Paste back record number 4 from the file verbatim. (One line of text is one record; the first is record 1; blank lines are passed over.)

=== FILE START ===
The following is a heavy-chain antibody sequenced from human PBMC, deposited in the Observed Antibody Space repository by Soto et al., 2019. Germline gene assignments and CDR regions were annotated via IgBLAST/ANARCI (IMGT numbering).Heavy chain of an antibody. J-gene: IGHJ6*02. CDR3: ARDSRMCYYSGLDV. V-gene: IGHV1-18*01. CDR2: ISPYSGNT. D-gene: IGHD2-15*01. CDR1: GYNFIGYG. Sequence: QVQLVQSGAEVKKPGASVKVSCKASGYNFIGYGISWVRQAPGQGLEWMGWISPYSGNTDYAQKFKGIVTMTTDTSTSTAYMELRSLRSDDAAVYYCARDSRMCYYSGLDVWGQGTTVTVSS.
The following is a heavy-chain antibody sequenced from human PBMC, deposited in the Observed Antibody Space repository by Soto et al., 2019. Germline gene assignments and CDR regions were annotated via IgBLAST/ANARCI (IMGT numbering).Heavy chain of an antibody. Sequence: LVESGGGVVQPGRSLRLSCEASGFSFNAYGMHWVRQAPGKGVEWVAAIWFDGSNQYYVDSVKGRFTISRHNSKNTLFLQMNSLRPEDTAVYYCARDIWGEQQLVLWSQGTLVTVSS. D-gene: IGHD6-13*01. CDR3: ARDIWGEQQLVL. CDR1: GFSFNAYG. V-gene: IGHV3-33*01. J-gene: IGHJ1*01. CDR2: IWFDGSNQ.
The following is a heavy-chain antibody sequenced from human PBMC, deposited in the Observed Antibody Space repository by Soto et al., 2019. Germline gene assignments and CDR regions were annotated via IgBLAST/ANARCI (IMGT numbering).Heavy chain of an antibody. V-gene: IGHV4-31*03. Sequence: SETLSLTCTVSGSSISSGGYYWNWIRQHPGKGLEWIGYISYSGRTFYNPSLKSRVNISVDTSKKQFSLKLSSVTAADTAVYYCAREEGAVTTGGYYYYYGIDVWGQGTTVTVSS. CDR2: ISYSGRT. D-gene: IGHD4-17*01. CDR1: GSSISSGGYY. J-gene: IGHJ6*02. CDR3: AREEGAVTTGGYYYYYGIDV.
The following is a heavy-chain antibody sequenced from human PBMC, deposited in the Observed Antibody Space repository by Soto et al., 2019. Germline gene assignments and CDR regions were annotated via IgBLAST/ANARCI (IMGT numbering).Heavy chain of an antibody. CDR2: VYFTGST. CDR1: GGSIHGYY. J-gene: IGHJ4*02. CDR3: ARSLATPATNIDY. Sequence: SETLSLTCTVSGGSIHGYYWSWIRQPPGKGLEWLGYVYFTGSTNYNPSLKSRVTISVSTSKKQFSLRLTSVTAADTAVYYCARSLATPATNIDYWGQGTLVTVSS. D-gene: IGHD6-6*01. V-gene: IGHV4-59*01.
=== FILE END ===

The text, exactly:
The following is a heavy-chain antibody sequenced from human PBMC, deposited in the Observed Antibody Space repository by Soto et al., 2019. Germline gene assignments and CDR regions were annotated via IgBLAST/ANARCI (IMGT numbering).Heavy chain of an antibody. CDR2: VYFTGST. CDR1: GGSIHGYY. J-gene: IGHJ4*02. CDR3: ARSLATPATNIDY. Sequence: SETLSLTCTVSGGSIHGYYWSWIRQPPGKGLEWLGYVYFTGSTNYNPSLKSRVTISVSTSKKQFSLRLTSVTAADTAVYYCARSLATPATNIDYWGQGTLVTVSS. D-gene: IGHD6-6*01. V-gene: IGHV4-59*01.